Christian Weiss

thoughts on web development and IT security

Introducing the ASP.NET MVC “Feature Folders” Project Structure

What’s the problem with the default ASP.NET MVC folder structure?

Which of these requirements is more common?

  • Change something in every view, controller or model of your project
  • Add a new field to your model X, show this field to the user, make it editable, the value must be validated against some fancy rules, …

I guess we are on the same page if we see the second one as more common. I would go as far as to say that if you have the first requirement you’re either working on a major relaunch or you’re not using layout pages, css, abstract classes, [insert random reusability gadget here] correctly.

By default, the ASP.NET MVC project structure advices you to keep every concept in its own area – you therefore might end up with a structure like this:

  • Content
    • CustomerImages
      • AnIconSpecialToCustomers.png
    • Customers.css
  • Controllers
    • CustomersController.cs
  • Models
    • Customer.cs
  • Repositories
    • CustomerRepository.cs
  • Scripts
    • Customers.js
  • Views
    • Customers
      • Create.cshtml
      • Index.cshtm
  • ViewModels
    • Customers
      • IndexViewModel.cs
      • CreateViewModel.cs

As soon as you have more than 3 controllers, this becomes hard to navigate. ASP.NET MVC’s solution for having a better structure is to use “Areas”, however in my opinion they do not solve the problem I’m talking about. To complete the second requirement I’ve mentioned, you still have to navigate through many folders, because most probably, you don’t have a distinct views-guy, a distinct model-guy, a distinct controller-guy, … in your company. It’s a lot more common that e.g. only one or two people are working on all of these mentioned files.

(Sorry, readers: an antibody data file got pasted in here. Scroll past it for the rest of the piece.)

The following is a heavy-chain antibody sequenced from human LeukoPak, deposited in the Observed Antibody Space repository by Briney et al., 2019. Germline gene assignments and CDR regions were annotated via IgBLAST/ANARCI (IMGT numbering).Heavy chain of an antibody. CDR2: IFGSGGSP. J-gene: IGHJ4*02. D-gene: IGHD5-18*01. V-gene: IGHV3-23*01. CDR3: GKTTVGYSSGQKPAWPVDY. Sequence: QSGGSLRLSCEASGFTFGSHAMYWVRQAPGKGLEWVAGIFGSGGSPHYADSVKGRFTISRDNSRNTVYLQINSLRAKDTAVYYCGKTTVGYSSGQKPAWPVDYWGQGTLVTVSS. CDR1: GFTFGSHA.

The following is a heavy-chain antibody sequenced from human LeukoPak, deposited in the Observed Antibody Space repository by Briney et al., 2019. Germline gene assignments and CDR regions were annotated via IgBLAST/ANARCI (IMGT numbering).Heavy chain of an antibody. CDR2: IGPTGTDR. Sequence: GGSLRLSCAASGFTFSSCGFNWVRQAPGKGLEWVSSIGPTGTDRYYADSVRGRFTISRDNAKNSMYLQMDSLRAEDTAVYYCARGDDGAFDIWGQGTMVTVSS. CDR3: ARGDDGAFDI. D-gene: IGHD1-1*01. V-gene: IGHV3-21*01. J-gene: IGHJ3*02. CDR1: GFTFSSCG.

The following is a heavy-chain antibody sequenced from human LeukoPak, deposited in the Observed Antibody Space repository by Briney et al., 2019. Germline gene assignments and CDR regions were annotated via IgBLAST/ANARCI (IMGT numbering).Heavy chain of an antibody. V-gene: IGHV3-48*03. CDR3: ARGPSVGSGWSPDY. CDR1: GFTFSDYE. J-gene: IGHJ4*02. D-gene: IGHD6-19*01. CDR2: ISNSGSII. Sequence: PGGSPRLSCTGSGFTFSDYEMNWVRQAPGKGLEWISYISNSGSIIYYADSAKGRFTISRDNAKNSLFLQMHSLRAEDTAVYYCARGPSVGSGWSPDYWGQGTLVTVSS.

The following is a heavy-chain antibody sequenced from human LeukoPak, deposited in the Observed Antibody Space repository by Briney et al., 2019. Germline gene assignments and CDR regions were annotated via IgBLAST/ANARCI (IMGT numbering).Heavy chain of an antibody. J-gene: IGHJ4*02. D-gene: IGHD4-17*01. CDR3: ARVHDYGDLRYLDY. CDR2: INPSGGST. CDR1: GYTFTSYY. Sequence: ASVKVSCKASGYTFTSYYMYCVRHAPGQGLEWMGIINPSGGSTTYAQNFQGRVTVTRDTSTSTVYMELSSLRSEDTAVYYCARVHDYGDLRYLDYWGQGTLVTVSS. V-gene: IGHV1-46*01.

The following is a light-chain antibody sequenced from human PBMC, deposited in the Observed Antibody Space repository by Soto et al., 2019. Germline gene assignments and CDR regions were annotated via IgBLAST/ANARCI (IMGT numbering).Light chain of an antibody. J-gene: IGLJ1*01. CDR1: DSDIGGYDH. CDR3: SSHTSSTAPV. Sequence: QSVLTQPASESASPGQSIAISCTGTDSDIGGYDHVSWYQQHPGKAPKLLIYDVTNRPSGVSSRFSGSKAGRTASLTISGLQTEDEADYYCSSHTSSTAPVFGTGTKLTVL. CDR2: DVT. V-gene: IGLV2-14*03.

Grouping files by feature

When I’m talking about a feature, I understand it as a sum of files that are needed to create a user benefit. Therefore, with structuring files by feature, the project structure could look like this:

  • Customers
    • Images
      • AnIconSpecialToCustomers.png
    • Create.cshtml
    • CreateViewModel.cs
    • Customer.cs
    • CustomerRepository.cs
    • Customers.css
    • Customers.js
    • CustomersController.cs
    • Index.cshtml
    • IndexViewModel.cs

Think again of our second requirement and of some of the advantages with this structure:

  • You immediately get an overview about how the feature might be implemented.
  • You immediately see which files might be affected by the requirement. You don’t have to check every concept folder to see if there even is a corresponding file. (there might not be a js-file for every feature, …)
  • Every affected file is in one folder. The required navigation in the Solution Explorer is kept to a minimum.
  • In your source control system, you can look at the entire change history of this feature on one folder.
  • If you have to implement a new similar feature, you can copy this one folder and use it as a starting point

Why is there a M in ASP.NET MVC?

I would like to make an exception of my previous structure: It’s important to understand that the ASP.NET MVC framework itself (System.Web.Mvc) does NOT give you any built-in support for “models”. If you require persistent data, you are allowed to use whatever technology you want (Entity Framework, NHibernate, raw ADO.NET, …). Yes, the project templates by default already reference Entity Framework, but again, this is a separate library and ASP.NET MVC has no dependency on it.